Bremova-Ertl T, Schiffmann R, Patterson MC, Belmatoug N, Billette de Villemeur T, Bardins S, Frenzel C, Malinová V, Naumann S, Arndt J, Mengel E, Reinke J, Strobl R and Strupp M (2018) Oculomotor and Vestibular Findings in Gaucher Disease Type 3 and Their Correlation with Neurological Findings. Front. Neurol. 8:711. doi: 10.3389/fneur.2017.00711
Objectives: To evaluate the function of the oculomotor and vestibular systems and to correlate these findings with the clinical status of patients with Gaucher disease type 3 (GD3). The goal of this cross-sectional and longitudinal study was to find oculomotor biomarkers for future clinical trials.
Methods: Twenty-six patients with GD3 were assessed for eligibility and 21 were able to perform at least one task. Horizontal and vertical reflexive saccades, smooth pursuit, gaze-holding, optokinetic nystagmus, and horizontal vestibulo-ocular reflex (VOR) were examined by video-oculography/video-head impulse test and compared concurrently with 33 healthy controls. The Scale for the Assessment and Rating of Ataxia (SARA), the modified Severity Scoring Tool (mSST), and Grooved Pegboard Test (GPT) were administered to assess overall neurological function. Eleven patients were also re-assessed after 1 year.
Results: Nine out of 17 patients exhibited gaze-holding deficits. One patient had upbeat nystagmus. Three patients presented with bilateral abducens palsy in combination with central oculomotor disorders, suggesting a bilateral involvement of the abducens nucleus. Horizontal angular VOR gain was reduced in all patients (0.66 ± 0.37) compared with controls (1.1 ± 0.11, p < 0.001). Most strongly correlated with clinical rating scales were peak velocity of downward saccades (SARA: ρ = −0.752, p < 0.0005; mSST: ρ = −0.611, p = 0.003; GPT: ρ = −0.649, p = 0.005) and duration of vertical saccades (SARA: ρ = 0.806, p < 0.001; mSST: ρ = 0.700, p < 0.0005; GPT: ρ = 0.558, p = 0.02) together with the VOR gain (SARA: ρ = −0.63, p = 0.016; mSST: ρ = −0.725, p = 0.003; GPT: ρ = −0.666, p = 0.004). Vertical smooth pursuit gain decreased significantly at follow-up.
Interpretation: This study shows neuronal degeneration of the brainstem and cerebellum with combined involvement of both supranuclear and nuclear oculomotor structures and the vestibular system in GD3. We also identified oculomotor parameters that correlate with the neurological status and can be used as biomarkers in future clinical trials.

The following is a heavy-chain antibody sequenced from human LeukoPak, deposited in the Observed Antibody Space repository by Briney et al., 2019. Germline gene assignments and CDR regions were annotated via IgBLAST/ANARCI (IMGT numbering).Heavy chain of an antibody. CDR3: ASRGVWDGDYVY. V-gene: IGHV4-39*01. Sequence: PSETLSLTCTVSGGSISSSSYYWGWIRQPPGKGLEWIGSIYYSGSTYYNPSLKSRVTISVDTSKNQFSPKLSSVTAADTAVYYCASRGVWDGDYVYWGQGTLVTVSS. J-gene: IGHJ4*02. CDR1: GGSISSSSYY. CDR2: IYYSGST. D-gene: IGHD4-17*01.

From the article
This study evaluated the comprehensive ocular motor and vestibular function of a sizable international cohort of patients with GD3. It related this function to their overall clinical state in a systematic and standardized manner.
The major findings in this study are as follows:
First, gaze-holding function was compromised in some patients, which might indicate a cerebellar dysfunction, mainly of the flocculus, and/or dysfunction of the neuronal integrator (17).
Second, PV of downward saccades and duration of vertical saccades as well as gains in horizontal aVOR correlated significantly with the patients’ clinical status assessed by SARA, mSST, and the GPT. Therefore, these easily quantifiable oculomotor and vestibular parameters may be used as biomarkers for future studies.
Third, horizontal aVOR was impaired in all patients and showed consistent patterns over time in patients evaluated longitudinally.
Fourth, longitudinal analysis did not show significant changes over time, except for a deterioration of vertical smooth pursuit.
Topo-anatomical findings suggest that multiple areas in the brainstem and cerebellum are involved in patients with GD3: pontine paramedian reticular formation (PPRF), rostral interstitial nucleus of the medial longitudinal fascicle (riMLF), motoneurons of the abducens nucleus, cerebellum (mainly the flocculus), and the vestibular system. For typical clinical ocular motor findings in patients with GD3, see Video S1 in Supplementary Material of patient 9 on the webpage...
In conclusion, our findings suggest a widespread neuronal dysfunction, both at brainstem and cerebellar levels. The deficits seen in the oculomotor and vestibular examination, particularly those that progressed over time, can be used as biomarkers in future clinical trials. Future studies evaluating the voluntary saccades, including also absolute number of performed saccades or intersaccadic intervals, should be planned to assess the reliability of these biomarkers. The otolith function examined by VEMP holds promise as another vestibular biomarker, as was shown previously. Also, a compact binocular testing battery to minimize the effect of fatigue should be performed in clinical trials in the future. Our clinical experience also suggests performing the VOG as early as possible prior to the other clinical tests.